Create custom Windows 10 installations with MSMG Toolkit

Martin Brinkmann
May 2, 2017
Updated • Jul 5, 2017
Windows, Windows 10

You have two core options when it comes to creating custom Windows 10 installations. Either start from scratch by manipulating a Windows 10 ISO image directly, or modify a running system instead. MSGM Toolkit falls in the former category, as it will modify a source image and not the running system.

Note: It is highly recommended that you create a backup of the system partition before you run the program. Note that you need a Windows 10 ISO image, or a Windows 10 DVD, as this is used as the base image for the custom version.

You may download MSMG Toolkit from My Digital Life but that requires an account. If you don't have an account on the site, download the software program from Majorgeeks instead.

Create custom Windows 10 installations

Extract the package that is provided as a 7z archive file, and run the script in the root afterwards. The program displays an EULA on start which you need to accept to continue. Basically, what it says is that the author is not responsible for damages or issues. The application is a command line script for the most part.

MSGM Toolkit runs some scans once you hit the a-button for accept, for instance to detect the version of the operating system, and make sure the required tools are all available (stored in the MSMG Toolkit folder).

create custom windows 10 installation

The program displays its main screen afterwards. The first thing that you need to do is select a source image or folder. You can copy the source folder of a Windows 10 installation image or DVD to the DVD\sources folder of the MSGM Toolkit folder to have that picked up for instance.

Tap on the 1 to start the source folder selection process, and select one of the available options afterwards.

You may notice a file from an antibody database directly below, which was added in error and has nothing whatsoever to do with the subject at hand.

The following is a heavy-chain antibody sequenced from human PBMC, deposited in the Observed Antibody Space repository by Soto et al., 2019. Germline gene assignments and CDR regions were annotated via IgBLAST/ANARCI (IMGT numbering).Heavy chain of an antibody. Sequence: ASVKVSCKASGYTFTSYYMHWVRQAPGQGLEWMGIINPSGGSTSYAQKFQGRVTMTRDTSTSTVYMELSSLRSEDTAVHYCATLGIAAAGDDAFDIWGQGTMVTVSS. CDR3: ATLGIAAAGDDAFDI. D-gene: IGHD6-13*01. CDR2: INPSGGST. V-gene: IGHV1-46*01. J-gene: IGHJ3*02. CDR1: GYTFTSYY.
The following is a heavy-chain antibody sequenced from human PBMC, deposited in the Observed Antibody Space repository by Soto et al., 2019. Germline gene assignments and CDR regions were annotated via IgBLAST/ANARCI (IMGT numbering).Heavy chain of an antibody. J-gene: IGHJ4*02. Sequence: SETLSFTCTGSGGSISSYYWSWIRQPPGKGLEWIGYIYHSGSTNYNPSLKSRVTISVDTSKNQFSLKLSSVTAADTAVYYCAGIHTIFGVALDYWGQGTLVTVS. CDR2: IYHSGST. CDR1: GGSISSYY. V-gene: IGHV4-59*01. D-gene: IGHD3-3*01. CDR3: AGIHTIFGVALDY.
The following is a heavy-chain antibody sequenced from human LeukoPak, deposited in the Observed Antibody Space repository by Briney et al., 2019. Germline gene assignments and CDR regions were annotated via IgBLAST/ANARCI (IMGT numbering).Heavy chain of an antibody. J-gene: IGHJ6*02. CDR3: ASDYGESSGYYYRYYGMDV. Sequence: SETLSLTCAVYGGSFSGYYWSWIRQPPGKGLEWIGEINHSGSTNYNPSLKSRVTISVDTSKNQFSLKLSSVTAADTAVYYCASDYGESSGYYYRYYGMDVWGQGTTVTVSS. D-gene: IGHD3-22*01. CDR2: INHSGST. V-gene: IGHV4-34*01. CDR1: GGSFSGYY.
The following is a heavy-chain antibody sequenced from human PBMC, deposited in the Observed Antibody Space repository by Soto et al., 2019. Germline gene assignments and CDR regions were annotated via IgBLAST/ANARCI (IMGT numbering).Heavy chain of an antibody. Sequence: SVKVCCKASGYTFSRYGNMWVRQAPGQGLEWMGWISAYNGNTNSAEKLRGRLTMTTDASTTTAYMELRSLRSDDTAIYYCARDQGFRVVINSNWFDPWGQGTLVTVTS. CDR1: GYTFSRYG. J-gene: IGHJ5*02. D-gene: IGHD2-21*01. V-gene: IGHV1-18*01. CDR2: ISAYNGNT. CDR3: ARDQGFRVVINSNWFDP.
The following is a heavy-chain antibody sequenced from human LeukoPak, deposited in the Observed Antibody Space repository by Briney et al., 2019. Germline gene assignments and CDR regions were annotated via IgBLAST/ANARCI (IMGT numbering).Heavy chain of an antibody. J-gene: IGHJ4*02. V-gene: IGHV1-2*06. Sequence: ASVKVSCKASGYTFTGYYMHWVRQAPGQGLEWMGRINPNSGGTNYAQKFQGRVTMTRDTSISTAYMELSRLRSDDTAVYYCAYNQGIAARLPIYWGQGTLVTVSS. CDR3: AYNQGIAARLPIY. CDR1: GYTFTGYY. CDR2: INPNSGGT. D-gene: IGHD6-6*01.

Once you have set the source, you may start the customization process. The main menu items that you will use during the process are (3) integrate, (4) remove, and (5) customize.


windows 10 image integrate

Integrate allows you to add language packs, drivers, features, updates, and custom features to the Windows 10 installation.

  • Language Packs -- This enables you to add language packs -- read support for additional languages -- to the custom Windows 10 installation media.
  • Drivers -- Add drivers to the installation media, for instance for hardware that Windows does not support by default, or does not provide up to date drivers for.
  • Windows Features -- Enables you to add Windows components such as Microsoft Games, Microsoft .NET Framework 3.5, Windows Sidebar, or Windows Media Feature Pack to the installation. Some of these restore features that were removed previously (e.g. Microsoft Edge).
  • Updates -- Integrate Windows Updates directly so that they are installed during installation of Windows 10, and not installed afterwards.
  • Windows Custom Features -- Add custom system files, UxTheme patch, or a custom Windows Recovery Environment.



You may use the remove option to cut components from the Windows 10 installation.

  • Remove default Metro apps -- Lists all default applications, and provides you with the means to remove select Windows 10 applications, all applications, all except Windows Store, and all online apps.